I've read that phase vocoder is the STFT, but done in windows (i.e. using windowing).

Why is it called "phase vocoder"?


A vocoder is a type of synthesizer originally developed for speech (or the human voice, thus the "vo" prefix), even before the use of digital processors. The Bell Labs Voder was demonstrated in 1939, and VoCoders were reportedly used for encrypted voice communication during WW2 (according to Wikipedia).

DFTs can be used to analyze which audio spectrum peaks are to be used to "code" the speech, and short STFT windows are used to get a fine enough time resolution to isolate typical phonic atoms over reasonably stationary time periods.

But the frequency bin centers of a short FFT are not spaced with sufficient frequency resolution to capture pitch, overtones, and modulations thereof, accurately enough to sound human.

But, by taking into account the FFT phase information, the difference in the phase of FFT result bins between adjacent offset windows can be used to adjust (or interpolate) the apparent or actual frequency of the voice codec synthesizers to more accurately model narrow-band frequency peaks than by just using the magnitude alone of the STFT FFT results. Thus the "phase" prefix to the analysis-resynthesis vocoder process.

Note that if you slide two Windows apart, the amount of phase change of stationary spectrum should be linear with frequency. If analysis shows a little more phase change, the frequency is higher, a little less phase change, lower. And this phase difference will be measurable even for differences in frequency much less than the Fs/N bin spacing of each FFT. Thus there is information gain in using succesive frames and phase, rather than single frames and magnitude only, for the frequency estimation of narrow-band spectral peaks. Phase can either be stretched or compressed across frames during FFT resynthesis, or the frequency of higher resolution oscillators can be adjusted to match the estimated frequency during synthesis.

With increases in DSP performance, phase vocoders are now used for music as well as speech, but the "vo" prefix remains.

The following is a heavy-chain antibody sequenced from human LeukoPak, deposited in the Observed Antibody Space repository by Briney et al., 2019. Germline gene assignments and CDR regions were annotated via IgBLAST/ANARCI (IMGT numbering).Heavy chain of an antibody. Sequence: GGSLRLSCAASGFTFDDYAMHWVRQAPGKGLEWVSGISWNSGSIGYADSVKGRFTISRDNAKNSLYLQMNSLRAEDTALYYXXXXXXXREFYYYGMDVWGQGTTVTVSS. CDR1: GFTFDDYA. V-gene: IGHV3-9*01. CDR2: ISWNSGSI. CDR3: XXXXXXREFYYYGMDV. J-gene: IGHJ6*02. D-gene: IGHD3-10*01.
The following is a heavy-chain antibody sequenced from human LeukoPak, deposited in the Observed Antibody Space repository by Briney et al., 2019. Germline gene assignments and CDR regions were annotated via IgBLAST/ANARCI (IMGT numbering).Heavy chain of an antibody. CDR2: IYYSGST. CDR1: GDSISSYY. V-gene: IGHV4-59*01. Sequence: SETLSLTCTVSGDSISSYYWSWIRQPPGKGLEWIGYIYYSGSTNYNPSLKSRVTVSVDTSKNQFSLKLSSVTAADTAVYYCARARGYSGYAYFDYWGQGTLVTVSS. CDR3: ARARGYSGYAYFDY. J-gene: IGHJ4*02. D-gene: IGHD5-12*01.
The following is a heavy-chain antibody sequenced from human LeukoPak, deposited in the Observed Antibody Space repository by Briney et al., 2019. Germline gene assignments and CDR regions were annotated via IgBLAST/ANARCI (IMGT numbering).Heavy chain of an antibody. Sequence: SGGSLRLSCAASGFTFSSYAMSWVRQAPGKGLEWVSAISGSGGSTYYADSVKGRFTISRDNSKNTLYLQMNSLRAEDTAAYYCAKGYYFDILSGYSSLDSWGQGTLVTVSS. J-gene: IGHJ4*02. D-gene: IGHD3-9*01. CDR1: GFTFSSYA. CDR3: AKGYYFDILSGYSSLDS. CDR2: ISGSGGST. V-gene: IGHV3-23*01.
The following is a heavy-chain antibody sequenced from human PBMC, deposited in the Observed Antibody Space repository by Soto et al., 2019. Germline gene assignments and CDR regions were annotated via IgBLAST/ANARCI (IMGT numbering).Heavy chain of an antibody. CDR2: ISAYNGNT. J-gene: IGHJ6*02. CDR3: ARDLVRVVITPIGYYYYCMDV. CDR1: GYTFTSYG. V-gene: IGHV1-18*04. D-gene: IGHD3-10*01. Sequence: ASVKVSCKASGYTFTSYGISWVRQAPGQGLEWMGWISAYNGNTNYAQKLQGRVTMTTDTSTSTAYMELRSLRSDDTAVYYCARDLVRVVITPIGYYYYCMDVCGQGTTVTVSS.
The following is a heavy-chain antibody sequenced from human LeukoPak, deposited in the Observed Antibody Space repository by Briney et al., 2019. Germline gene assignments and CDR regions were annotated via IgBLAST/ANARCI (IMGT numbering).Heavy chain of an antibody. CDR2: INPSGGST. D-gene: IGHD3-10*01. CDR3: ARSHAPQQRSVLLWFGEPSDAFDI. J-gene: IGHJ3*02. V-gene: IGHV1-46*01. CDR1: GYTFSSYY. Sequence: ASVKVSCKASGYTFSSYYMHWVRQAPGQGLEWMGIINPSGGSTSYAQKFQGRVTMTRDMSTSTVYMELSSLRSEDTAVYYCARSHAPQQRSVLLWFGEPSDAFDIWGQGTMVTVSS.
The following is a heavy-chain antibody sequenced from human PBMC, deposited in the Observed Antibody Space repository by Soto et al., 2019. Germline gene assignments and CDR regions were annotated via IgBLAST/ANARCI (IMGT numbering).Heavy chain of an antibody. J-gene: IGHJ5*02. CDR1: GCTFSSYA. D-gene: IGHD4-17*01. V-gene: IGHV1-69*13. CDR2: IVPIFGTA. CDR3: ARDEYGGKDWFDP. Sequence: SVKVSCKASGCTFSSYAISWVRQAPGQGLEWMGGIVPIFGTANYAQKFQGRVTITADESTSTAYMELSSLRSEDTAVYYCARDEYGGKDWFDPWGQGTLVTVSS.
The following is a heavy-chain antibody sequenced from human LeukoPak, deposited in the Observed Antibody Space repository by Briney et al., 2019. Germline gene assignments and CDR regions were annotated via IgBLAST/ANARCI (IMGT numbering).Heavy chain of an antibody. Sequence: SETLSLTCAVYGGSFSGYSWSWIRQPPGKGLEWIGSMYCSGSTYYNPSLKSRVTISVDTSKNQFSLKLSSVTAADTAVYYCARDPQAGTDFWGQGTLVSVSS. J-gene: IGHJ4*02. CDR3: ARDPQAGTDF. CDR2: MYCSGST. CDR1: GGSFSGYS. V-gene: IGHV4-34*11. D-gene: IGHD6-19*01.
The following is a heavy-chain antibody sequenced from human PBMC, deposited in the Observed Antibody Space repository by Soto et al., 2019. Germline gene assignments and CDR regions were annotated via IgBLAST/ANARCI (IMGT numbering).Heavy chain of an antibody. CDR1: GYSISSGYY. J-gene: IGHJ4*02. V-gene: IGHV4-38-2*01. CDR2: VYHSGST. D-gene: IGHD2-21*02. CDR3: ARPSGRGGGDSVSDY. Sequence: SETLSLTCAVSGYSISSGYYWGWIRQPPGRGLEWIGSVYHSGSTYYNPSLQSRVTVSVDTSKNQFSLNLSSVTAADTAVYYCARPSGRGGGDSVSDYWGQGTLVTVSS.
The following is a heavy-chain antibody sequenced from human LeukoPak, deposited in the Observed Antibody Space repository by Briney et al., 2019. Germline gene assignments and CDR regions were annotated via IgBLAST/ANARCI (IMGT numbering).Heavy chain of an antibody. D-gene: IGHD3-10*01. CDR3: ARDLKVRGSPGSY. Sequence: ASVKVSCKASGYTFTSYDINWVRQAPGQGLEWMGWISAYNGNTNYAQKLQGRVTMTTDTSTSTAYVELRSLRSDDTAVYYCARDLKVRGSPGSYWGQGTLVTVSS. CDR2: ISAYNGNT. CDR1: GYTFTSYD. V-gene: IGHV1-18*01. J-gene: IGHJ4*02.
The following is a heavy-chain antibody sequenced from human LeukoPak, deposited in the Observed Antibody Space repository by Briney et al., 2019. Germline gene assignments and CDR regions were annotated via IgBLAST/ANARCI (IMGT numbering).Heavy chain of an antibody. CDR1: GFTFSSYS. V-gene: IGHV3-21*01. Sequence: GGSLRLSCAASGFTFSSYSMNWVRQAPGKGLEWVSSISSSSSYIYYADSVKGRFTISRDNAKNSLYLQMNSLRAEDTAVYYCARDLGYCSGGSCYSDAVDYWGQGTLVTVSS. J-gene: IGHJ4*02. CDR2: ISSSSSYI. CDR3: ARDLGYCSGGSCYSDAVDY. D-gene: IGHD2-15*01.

The short-time Fourier transform (STFT) refers to the time-frequency representation of a signal, which is given by:

$$X(\tau,\omega) = \int_{-\infty}^{\infty}x(t)w(t-\tau)e^{-j\omega t} \, dt$$

which is equivalent to:

$$ x(t)w(t-\tau) = \tfrac{1}{2\pi}\int_{-\infty}^{\infty} X(\tau,\omega) e^{+j\omega t} \, d \omega $$

If the window is scaled so that:

$$ \int_{-\infty}^{\infty} w(t) \, dt = 1 $$

$$ \int_{-\infty}^{\infty} w(t-\tau) \, dt = 1 \qquad \forall \tau \in \mathbb{R} $$

then (abusing notation):

$$\begin{align} x(t) &= x(t) \int_{-\infty}^{\infty} w(\tau) \, d \tau \\ &= x(t) \int_{-\infty}^{\infty} w(t-\tau) \, d \tau \\ &= \int_{-\infty}^{\infty} x(t) w(t-\tau) \, d \tau \\ &= \int_{-\infty}^{\infty} \ \tfrac{1}{2\pi}\int_{-\infty}^{\infty} X(\tau,\omega) e^{+j\omega t} \, d \omega \, d \tau \\ &= \tfrac{1}{2\pi} \int_{-\infty}^{\infty} \ \int_{-\infty}^{\infty} X(\tau,\omega) e^{+j\omega t} \, d \tau \, d \omega \\ &= \tfrac{1}{2\pi} \int_{-\infty}^{\infty} \ \int_{-\infty}^{\infty} X(\tau,\omega) \, d \tau \, e^{+j\omega t} \, d \omega \\ &= \tfrac{1}{2\pi} \int_{-\infty}^{\infty} \ X(\omega) \, e^{+j\omega t} \, d \omega \\ \end{align} $$


$$\begin{align} X(\omega) &= \int_{-\infty}^{\infty} X(\tau,\omega) \, d \tau \\ &= \int_{-\infty}^{\infty} x(t) e^{-j\omega t} \, dt \\ \end{align} $$

That is, computing the STFT of a signal $x(t)$ given a time $\tau$ and frequency $\omega$ consists of time-shifting the analysis window $w(t)$ such that it is centred at time $\tau$, multiplying the input signal $x(t)$ with it and computing the Fourier transform of the resulting signal $x(t)w(t-\tau)$. Alternatively, it can be viewed as modulating the input signal with the complex exponential $e^{-j\omega t}$ and convolving the resulting signal $x(t)e^{-j\omega t}$ with the time-reversed window function $w(t)$. A good resource on these two points of view is J.O. Smith's Spectral Audio Signal Processing.

The phase vocoder, however, refers to the analysis and synthesis procedure, where the analysis stage consists of computing the STFT of the input signal, and the synthesis stage consist of re-synthesising the "coded" signal from its STFT coefficients. Additionally, instead of directly using the phase values from the STFT analysis, in the phase vocoder, the phase derivative in the time direction is estimated and used instead. The phase derivative in the time-direction is known as the "instantaneous frequency" of the STFT bin. This technique was originally applied (in the work of Flanagan and Golden (1966)), because the phase derivative in the time direction is a more well-behaved signal than the phase values themselves, and thus more suitable for transmission using a small bandwidth.

Finally, the name phase vocoder (voice coder) was probably used to point out the most important difference to the original channel vocoder of Dudley (1939), which only stored the time-varying magnitude of the sub-band signals, which was obtained by analysing the signal with an analog bandpass filter bank. Because the phase information is also used in the phase vocoder, it allows perfect reconstruction of the original signal from the analysis STFT coefficients, given that certain criteria are met.

  • $\begingroup$ this is a good answer. $\endgroup$ – robert bristow-johnson Jan 8 '18 at 22:32
  • $\begingroup$ i added how the inverse STFT comes about in continuous time. feel free to revert it. $\endgroup$ – robert bristow-johnson Jan 8 '18 at 23:17

Your Answer

By clicking “Post Your Answer”, you agree to our terms of service, privacy policy and cookie policy

Not the answer you're looking for? Browse other questions tagged or ask your own question.